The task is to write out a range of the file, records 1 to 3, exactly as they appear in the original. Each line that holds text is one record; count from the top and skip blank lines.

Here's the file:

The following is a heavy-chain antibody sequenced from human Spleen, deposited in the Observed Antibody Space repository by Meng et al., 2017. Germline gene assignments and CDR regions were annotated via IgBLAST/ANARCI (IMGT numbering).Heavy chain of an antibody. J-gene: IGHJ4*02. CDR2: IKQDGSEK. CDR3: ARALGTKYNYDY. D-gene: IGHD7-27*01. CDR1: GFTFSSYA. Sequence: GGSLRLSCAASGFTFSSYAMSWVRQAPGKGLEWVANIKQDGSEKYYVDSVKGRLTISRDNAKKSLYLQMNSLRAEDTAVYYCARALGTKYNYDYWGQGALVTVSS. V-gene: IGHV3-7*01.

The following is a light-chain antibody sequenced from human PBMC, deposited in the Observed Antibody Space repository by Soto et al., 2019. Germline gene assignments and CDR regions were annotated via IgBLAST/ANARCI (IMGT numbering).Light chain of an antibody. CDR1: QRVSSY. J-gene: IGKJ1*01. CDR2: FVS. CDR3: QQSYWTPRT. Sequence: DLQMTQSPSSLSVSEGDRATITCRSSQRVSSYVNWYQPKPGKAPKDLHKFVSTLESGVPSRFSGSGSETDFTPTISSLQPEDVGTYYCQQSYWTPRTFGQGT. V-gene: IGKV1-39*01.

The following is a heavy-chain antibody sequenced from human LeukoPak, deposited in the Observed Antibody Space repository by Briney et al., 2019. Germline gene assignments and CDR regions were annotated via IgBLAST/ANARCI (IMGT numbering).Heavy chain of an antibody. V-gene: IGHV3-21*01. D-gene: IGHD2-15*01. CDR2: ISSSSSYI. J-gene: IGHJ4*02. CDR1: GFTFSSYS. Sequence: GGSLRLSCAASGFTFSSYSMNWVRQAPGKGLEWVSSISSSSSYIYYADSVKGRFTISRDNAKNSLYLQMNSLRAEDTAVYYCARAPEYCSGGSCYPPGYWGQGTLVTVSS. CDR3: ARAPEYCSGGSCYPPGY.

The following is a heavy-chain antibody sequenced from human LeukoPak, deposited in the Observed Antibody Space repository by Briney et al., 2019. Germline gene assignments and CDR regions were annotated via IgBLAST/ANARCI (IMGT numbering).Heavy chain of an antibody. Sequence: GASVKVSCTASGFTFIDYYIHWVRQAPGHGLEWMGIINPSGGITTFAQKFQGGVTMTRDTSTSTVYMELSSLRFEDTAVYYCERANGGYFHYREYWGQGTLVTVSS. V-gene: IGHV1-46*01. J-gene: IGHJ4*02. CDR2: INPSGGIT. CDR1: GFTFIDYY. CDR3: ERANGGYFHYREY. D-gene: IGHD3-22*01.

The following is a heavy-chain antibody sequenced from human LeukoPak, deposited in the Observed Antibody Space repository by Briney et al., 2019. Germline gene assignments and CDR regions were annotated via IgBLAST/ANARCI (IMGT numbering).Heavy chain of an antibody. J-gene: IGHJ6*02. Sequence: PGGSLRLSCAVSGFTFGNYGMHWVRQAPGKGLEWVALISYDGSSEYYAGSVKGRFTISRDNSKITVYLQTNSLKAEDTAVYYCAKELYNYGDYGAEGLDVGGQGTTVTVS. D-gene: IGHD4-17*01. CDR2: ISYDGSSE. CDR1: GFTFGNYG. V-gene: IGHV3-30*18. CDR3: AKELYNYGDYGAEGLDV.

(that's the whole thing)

The following is a heavy-chain antibody sequenced from human Spleen, deposited in the Observed Antibody Space repository by Meng et al., 2017. Germline gene assignments and CDR regions were annotated via IgBLAST/ANARCI (IMGT numbering).Heavy chain of an antibody. J-gene: IGHJ4*02. CDR2: IKQDGSEK. CDR3: ARALGTKYNYDY. D-gene: IGHD7-27*01. CDR1: GFTFSSYA. Sequence: GGSLRLSCAASGFTFSSYAMSWVRQAPGKGLEWVANIKQDGSEKYYVDSVKGRLTISRDNAKKSLYLQMNSLRAEDTAVYYCARALGTKYNYDYWGQGALVTVSS. V-gene: IGHV3-7*01.

The following is a light-chain antibody sequenced from human PBMC, deposited in the Observed Antibody Space repository by Soto et al., 2019. Germline gene assignments and CDR regions were annotated via IgBLAST/ANARCI (IMGT numbering).Light chain of an antibody. CDR1: QRVSSY. J-gene: IGKJ1*01. CDR2: FVS. CDR3: QQSYWTPRT. Sequence: DLQMTQSPSSLSVSEGDRATITCRSSQRVSSYVNWYQPKPGKAPKDLHKFVSTLESGVPSRFSGSGSETDFTPTISSLQPEDVGTYYCQQSYWTPRTFGQGT. V-gene: IGKV1-39*01.

The following is a heavy-chain antibody sequenced from human LeukoPak, deposited in the Observed Antibody Space repository by Briney et al., 2019. Germline gene assignments and CDR regions were annotated via IgBLAST/ANARCI (IMGT numbering).Heavy chain of an antibody. V-gene: IGHV3-21*01. D-gene: IGHD2-15*01. CDR2: ISSSSSYI. J-gene: IGHJ4*02. CDR1: GFTFSSYS. Sequence: GGSLRLSCAASGFTFSSYSMNWVRQAPGKGLEWVSSISSSSSYIYYADSVKGRFTISRDNAKNSLYLQMNSLRAEDTAVYYCARAPEYCSGGSCYPPGYWGQGTLVTVSS. CDR3: ARAPEYCSGGSCYPPGY.